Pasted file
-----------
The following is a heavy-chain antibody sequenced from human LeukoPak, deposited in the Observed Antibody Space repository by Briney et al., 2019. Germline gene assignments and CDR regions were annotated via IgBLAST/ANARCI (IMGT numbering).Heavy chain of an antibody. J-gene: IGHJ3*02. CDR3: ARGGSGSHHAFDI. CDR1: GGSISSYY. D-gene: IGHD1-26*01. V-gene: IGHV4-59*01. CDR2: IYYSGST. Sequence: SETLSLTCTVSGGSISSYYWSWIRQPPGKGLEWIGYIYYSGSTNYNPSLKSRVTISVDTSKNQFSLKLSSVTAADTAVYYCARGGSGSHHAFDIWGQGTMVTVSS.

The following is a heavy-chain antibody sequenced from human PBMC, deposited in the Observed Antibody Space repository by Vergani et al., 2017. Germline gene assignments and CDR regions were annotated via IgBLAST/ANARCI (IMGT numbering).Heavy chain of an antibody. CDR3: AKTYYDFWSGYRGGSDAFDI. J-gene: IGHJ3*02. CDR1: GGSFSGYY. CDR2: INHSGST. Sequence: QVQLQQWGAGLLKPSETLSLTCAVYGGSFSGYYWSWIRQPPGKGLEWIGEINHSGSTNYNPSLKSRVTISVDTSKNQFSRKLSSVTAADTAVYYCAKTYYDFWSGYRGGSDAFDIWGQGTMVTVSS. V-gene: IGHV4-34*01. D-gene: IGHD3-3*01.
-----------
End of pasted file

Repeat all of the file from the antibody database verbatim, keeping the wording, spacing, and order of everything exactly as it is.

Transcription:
The following is a heavy-chain antibody sequenced from human LeukoPak, deposited in the Observed Antibody Space repository by Briney et al., 2019. Germline gene assignments and CDR regions were annotated via IgBLAST/ANARCI (IMGT numbering).Heavy chain of an antibody. J-gene: IGHJ3*02. CDR3: ARGGSGSHHAFDI. CDR1: GGSISSYY. D-gene: IGHD1-26*01. V-gene: IGHV4-59*01. CDR2: IYYSGST. Sequence: SETLSLTCTVSGGSISSYYWSWIRQPPGKGLEWIGYIYYSGSTNYNPSLKSRVTISVDTSKNQFSLKLSSVTAADTAVYYCARGGSGSHHAFDIWGQGTMVTVSS.

The following is a heavy-chain antibody sequenced from human PBMC, deposited in the Observed Antibody Space repository by Vergani et al., 2017. Germline gene assignments and CDR regions were annotated via IgBLAST/ANARCI (IMGT numbering).Heavy chain of an antibody. CDR3: AKTYYDFWSGYRGGSDAFDI. J-gene: IGHJ3*02. CDR1: GGSFSGYY. CDR2: INHSGST. Sequence: QVQLQQWGAGLLKPSETLSLTCAVYGGSFSGYYWSWIRQPPGKGLEWIGEINHSGSTNYNPSLKSRVTISVDTSKNQFSRKLSSVTAADTAVYYCAKTYYDFWSGYRGGSDAFDIWGQGTMVTVSS. V-gene: IGHV4-34*01. D-gene: IGHD3-3*01.